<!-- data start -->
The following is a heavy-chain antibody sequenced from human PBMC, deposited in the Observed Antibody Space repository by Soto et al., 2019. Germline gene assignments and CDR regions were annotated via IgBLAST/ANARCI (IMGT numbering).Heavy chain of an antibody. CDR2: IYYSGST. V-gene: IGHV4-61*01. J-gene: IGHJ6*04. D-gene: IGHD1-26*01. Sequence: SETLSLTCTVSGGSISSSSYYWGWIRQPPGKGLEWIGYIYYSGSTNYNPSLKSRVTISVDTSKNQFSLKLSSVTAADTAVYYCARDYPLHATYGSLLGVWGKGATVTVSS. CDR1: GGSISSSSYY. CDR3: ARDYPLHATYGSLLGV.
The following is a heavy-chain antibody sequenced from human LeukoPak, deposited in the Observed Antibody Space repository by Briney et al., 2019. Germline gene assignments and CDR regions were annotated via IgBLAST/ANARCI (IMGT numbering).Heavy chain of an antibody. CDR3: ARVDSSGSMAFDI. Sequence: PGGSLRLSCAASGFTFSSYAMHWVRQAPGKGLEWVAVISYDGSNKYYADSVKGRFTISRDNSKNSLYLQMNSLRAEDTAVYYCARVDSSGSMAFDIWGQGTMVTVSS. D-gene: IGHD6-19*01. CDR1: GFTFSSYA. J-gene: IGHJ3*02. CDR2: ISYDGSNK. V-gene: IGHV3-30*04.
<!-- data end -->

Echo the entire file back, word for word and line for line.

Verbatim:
The following is a heavy-chain antibody sequenced from human PBMC, deposited in the Observed Antibody Space repository by Soto et al., 2019. Germline gene assignments and CDR regions were annotated via IgBLAST/ANARCI (IMGT numbering).Heavy chain of an antibody. CDR2: IYYSGST. V-gene: IGHV4-61*01. J-gene: IGHJ6*04. D-gene: IGHD1-26*01. Sequence: SETLSLTCTVSGGSISSSSYYWGWIRQPPGKGLEWIGYIYYSGSTNYNPSLKSRVTISVDTSKNQFSLKLSSVTAADTAVYYCARDYPLHATYGSLLGVWGKGATVTVSS. CDR1: GGSISSSSYY. CDR3: ARDYPLHATYGSLLGV.
The following is a heavy-chain antibody sequenced from human LeukoPak, deposited in the Observed Antibody Space repository by Briney et al., 2019. Germline gene assignments and CDR regions were annotated via IgBLAST/ANARCI (IMGT numbering).Heavy chain of an antibody. CDR3: ARVDSSGSMAFDI. Sequence: PGGSLRLSCAASGFTFSSYAMHWVRQAPGKGLEWVAVISYDGSNKYYADSVKGRFTISRDNSKNSLYLQMNSLRAEDTAVYYCARVDSSGSMAFDIWGQGTMVTVSS. D-gene: IGHD6-19*01. CDR1: GFTFSSYA. J-gene: IGHJ3*02. CDR2: ISYDGSNK. V-gene: IGHV3-30*04.